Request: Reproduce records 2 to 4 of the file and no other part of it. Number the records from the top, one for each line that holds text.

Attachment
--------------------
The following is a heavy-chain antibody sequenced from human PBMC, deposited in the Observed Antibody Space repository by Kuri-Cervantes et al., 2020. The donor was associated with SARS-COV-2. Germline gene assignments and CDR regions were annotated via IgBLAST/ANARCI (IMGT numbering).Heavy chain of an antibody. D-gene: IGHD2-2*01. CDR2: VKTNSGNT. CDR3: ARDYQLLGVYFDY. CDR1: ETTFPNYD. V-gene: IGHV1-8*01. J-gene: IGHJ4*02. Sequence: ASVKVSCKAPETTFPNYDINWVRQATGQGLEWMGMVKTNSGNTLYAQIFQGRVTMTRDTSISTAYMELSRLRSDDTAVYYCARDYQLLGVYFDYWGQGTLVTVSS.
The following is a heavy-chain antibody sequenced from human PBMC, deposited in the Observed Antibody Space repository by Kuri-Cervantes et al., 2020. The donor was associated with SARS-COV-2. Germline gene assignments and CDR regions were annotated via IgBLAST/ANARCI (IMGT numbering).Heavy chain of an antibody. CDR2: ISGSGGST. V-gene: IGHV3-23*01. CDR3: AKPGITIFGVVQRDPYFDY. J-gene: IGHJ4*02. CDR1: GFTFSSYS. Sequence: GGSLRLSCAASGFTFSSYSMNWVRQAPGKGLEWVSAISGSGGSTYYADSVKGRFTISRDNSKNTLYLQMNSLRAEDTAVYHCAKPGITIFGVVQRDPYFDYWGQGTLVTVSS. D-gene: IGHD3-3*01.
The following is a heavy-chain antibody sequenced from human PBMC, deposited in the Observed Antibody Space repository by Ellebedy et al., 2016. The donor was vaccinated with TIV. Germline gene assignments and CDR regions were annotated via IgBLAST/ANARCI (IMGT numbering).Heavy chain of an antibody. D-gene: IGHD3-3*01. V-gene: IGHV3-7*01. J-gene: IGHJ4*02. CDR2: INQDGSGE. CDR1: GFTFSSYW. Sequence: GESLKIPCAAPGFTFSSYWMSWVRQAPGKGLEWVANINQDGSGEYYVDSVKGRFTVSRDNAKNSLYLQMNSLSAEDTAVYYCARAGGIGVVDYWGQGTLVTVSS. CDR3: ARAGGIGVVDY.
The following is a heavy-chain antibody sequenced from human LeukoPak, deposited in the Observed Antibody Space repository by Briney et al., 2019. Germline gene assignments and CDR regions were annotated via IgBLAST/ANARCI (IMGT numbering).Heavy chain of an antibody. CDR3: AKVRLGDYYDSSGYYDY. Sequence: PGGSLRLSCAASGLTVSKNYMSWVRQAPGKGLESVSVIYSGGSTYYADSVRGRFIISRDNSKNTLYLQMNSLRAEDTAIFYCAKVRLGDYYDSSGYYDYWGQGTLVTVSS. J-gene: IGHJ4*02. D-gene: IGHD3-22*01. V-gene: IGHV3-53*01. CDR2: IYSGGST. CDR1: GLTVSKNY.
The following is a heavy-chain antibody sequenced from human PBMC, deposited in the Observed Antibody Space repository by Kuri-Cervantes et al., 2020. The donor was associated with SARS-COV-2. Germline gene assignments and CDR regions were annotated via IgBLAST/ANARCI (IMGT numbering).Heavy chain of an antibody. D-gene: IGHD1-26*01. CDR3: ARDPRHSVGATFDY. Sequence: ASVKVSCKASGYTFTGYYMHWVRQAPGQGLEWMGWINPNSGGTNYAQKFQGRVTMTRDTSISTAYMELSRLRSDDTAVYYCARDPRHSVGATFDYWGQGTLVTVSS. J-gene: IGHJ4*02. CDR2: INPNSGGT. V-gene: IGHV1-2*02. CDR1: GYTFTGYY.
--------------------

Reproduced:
The following is a heavy-chain antibody sequenced from human PBMC, deposited in the Observed Antibody Space repository by Kuri-Cervantes et al., 2020. The donor was associated with SARS-COV-2. Germline gene assignments and CDR regions were annotated via IgBLAST/ANARCI (IMGT numbering).Heavy chain of an antibody. CDR2: ISGSGGST. V-gene: IGHV3-23*01. CDR3: AKPGITIFGVVQRDPYFDY. J-gene: IGHJ4*02. CDR1: GFTFSSYS. Sequence: GGSLRLSCAASGFTFSSYSMNWVRQAPGKGLEWVSAISGSGGSTYYADSVKGRFTISRDNSKNTLYLQMNSLRAEDTAVYHCAKPGITIFGVVQRDPYFDYWGQGTLVTVSS. D-gene: IGHD3-3*01.
The following is a heavy-chain antibody sequenced from human PBMC, deposited in the Observed Antibody Space repository by Ellebedy et al., 2016. The donor was vaccinated with TIV. Germline gene assignments and CDR regions were annotated via IgBLAST/ANARCI (IMGT numbering).Heavy chain of an antibody. D-gene: IGHD3-3*01. V-gene: IGHV3-7*01. J-gene: IGHJ4*02. CDR2: INQDGSGE. CDR1: GFTFSSYW. Sequence: GESLKIPCAAPGFTFSSYWMSWVRQAPGKGLEWVANINQDGSGEYYVDSVKGRFTVSRDNAKNSLYLQMNSLSAEDTAVYYCARAGGIGVVDYWGQGTLVTVSS. CDR3: ARAGGIGVVDY.
The following is a heavy-chain antibody sequenced from human LeukoPak, deposited in the Observed Antibody Space repository by Briney et al., 2019. Germline gene assignments and CDR regions were annotated via IgBLAST/ANARCI (IMGT numbering).Heavy chain of an antibody. CDR3: AKVRLGDYYDSSGYYDY. Sequence: PGGSLRLSCAASGLTVSKNYMSWVRQAPGKGLESVSVIYSGGSTYYADSVRGRFIISRDNSKNTLYLQMNSLRAEDTAIFYCAKVRLGDYYDSSGYYDYWGQGTLVTVSS. J-gene: IGHJ4*02. D-gene: IGHD3-22*01. V-gene: IGHV3-53*01. CDR2: IYSGGST. CDR1: GLTVSKNY.